There's a lot to be confused about when it comes to the Covid-19 pandemic. There's a vaccine race to keep up with, the dynamics of social distancing, and the lingering question: How long will it all last?
Inverse asked readers about which pandemic topics they thought were the most confusing. More than 1,000 people wrote in and two topics rose to the top.
Thirty-four percent of Inverse's survey respondents thought the public was still the most confused about mask effectiveness. That was followed by 26 percent of people, who believed that the asymptomatic spread of the virus was especially perplexing. The two questions — and their answers below — are two vital subplots in the larger story of this pandemic: Misinformation thrives when the facts aren't clear.
About this series — Inverse polled you, our readers, about what you see as the biggest questions regarding Covid-19. More than 1,000 people responded. Read more stories below:
- Scientists answer the biggest Covid-19 vaccine question
- Remdesivir, Dexamethasone: The most confusing treatment questions, answered
- The most common social distancing confusion, explained by medical experts
Do coronavirus masks work?
When the pandemic began, government officials like the Surgeon General made it clear that masks were to be reserved for healthcare workers – who at the time, were facing disastrous shortages of personal protective equipment.
Catherine Clase, an associate professor of medicine at McMaster University, explains that at the outset of the mask debate, there wasn't much research showing whether they worked to control viruses outside of a hospital. Public health officials that were honest about the uncertainty ended up with an unexpected consequence.
"Instead of inspiring public confidence, which transparency should do, that had a negative unintended consequence of making people feel that the decision was not as clear cut," she tells Inverse.
Anthony Fauci, the National Director of Allergy and Infectious Diseases has also noted that there were missteps in communicating about masks. Today, there's an abundance of evidence demonstrating how masks work – even homemade cloth masks.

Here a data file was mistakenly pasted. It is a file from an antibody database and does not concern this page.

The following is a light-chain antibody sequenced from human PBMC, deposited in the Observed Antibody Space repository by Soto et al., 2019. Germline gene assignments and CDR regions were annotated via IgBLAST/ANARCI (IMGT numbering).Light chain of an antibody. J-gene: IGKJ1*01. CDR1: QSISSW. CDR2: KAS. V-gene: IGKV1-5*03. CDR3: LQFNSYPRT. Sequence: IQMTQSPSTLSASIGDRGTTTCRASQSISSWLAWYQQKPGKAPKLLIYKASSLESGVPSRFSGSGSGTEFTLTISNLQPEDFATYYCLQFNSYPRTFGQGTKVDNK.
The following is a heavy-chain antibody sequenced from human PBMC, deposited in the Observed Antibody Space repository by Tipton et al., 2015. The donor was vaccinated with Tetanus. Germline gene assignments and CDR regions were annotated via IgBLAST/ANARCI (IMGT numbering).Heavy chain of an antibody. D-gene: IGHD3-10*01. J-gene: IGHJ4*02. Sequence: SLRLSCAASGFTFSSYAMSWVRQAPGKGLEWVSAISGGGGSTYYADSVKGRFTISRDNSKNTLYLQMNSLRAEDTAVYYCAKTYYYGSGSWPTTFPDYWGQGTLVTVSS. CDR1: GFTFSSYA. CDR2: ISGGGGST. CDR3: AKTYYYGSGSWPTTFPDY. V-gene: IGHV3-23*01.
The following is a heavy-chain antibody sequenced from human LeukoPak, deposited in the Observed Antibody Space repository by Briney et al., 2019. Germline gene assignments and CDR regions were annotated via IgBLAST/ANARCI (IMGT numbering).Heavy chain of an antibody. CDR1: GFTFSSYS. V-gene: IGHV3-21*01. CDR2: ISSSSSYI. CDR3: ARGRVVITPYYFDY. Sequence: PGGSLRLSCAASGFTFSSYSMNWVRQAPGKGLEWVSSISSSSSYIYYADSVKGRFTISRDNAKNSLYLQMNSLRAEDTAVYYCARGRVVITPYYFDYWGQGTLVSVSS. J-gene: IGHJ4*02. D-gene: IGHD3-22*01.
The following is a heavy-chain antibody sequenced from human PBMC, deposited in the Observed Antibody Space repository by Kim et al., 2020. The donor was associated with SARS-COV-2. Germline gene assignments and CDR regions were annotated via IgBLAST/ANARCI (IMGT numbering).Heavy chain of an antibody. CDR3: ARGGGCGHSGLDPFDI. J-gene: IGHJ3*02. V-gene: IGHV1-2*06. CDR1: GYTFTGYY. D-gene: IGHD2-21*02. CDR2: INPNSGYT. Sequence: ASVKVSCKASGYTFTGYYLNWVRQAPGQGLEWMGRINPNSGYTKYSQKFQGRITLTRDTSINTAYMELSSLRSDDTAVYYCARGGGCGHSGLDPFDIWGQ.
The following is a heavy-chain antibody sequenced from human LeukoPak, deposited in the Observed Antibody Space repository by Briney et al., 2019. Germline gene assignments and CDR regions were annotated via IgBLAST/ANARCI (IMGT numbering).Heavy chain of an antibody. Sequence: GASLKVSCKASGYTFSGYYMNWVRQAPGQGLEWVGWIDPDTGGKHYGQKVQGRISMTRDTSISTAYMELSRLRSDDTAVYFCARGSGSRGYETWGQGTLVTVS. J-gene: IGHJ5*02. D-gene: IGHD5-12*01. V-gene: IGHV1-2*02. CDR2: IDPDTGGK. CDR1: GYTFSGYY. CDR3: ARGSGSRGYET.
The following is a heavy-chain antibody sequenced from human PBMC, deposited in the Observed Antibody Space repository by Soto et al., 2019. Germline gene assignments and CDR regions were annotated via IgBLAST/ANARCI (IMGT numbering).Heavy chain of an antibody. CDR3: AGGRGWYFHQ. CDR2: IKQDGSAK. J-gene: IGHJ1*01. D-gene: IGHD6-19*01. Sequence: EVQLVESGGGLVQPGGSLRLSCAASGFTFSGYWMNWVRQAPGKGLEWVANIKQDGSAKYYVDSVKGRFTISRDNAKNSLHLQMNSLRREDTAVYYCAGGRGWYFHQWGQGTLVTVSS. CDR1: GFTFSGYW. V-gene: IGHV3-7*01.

In a recent review, and a plain-language summary, published in Annals of Internal Medicine, Clase notes that masks don't stop every virus-laden droplet you encounter. Rather, they stop enough of them to make the environment safer for those around you.
The overall effect is a safer world for everyone. She explains it elegantly:
"Every virus-laden particle retained in a mask is not available to hang in the air as an aerosol or fall to a surface to be later picked up by touch."
That's even the case for smaller aerosols – droplets that are less than five microns large, but nonetheless help the virus spread. Aerosols sometimes begin as large droplets, and then dehydrate into smaller droplets as they encounter drier air, Clase explains.
"If you can stop them as larger particles within a few centimeters of the lips, then I think that gives us some theory to explain how masks may be helpful."
Her literature review also highlights a 2013 paper showing that cloth masks made of T-shirts could stop 51 percent of aerosols laden with a virus smaller than the flu. Those made from tea towels could stop 72 percent of those aerosols. Surgical masks were still best and stopped 90 percent.
There are countless visualizations showing just how effective masks are for stopping droplets during talking (which can release thousands of droplets), sneezing, or coughing. For instance, one visualization that compared surgical masks to face shields showed that face shields allowed smaller aerosols to drift away from a coughing mannequin – a face mask allowed far fewer aerosols to escape.
The United States never implemented a federal mask mandate, but individual cities and states have.